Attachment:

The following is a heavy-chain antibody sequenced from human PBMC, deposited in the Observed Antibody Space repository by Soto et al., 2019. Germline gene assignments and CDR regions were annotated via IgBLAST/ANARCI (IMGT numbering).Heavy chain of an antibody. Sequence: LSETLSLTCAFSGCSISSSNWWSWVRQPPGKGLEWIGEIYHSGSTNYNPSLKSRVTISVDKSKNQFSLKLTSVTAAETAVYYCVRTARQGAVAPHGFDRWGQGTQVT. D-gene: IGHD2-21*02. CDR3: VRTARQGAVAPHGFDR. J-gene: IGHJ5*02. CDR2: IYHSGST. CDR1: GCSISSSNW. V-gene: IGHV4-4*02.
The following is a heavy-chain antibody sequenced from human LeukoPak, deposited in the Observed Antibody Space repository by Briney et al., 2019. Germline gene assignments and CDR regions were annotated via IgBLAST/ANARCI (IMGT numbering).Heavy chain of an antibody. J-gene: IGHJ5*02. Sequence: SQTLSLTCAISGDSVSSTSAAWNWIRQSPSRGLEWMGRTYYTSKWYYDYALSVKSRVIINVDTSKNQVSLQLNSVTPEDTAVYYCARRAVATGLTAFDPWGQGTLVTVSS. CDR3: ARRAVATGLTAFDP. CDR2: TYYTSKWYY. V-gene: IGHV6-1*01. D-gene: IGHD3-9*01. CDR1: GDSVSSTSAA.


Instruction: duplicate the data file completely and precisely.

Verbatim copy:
The following is a heavy-chain antibody sequenced from human PBMC, deposited in the Observed Antibody Space repository by Soto et al., 2019. Germline gene assignments and CDR regions were annotated via IgBLAST/ANARCI (IMGT numbering).Heavy chain of an antibody. Sequence: LSETLSLTCAFSGCSISSSNWWSWVRQPPGKGLEWIGEIYHSGSTNYNPSLKSRVTISVDKSKNQFSLKLTSVTAAETAVYYCVRTARQGAVAPHGFDRWGQGTQVT. D-gene: IGHD2-21*02. CDR3: VRTARQGAVAPHGFDR. J-gene: IGHJ5*02. CDR2: IYHSGST. CDR1: GCSISSSNW. V-gene: IGHV4-4*02.
The following is a heavy-chain antibody sequenced from human LeukoPak, deposited in the Observed Antibody Space repository by Briney et al., 2019. Germline gene assignments and CDR regions were annotated via IgBLAST/ANARCI (IMGT numbering).Heavy chain of an antibody. J-gene: IGHJ5*02. Sequence: SQTLSLTCAISGDSVSSTSAAWNWIRQSPSRGLEWMGRTYYTSKWYYDYALSVKSRVIINVDTSKNQVSLQLNSVTPEDTAVYYCARRAVATGLTAFDPWGQGTLVTVSS. CDR3: ARRAVATGLTAFDP. CDR2: TYYTSKWYY. V-gene: IGHV6-1*01. D-gene: IGHD3-9*01. CDR1: GDSVSSTSAA.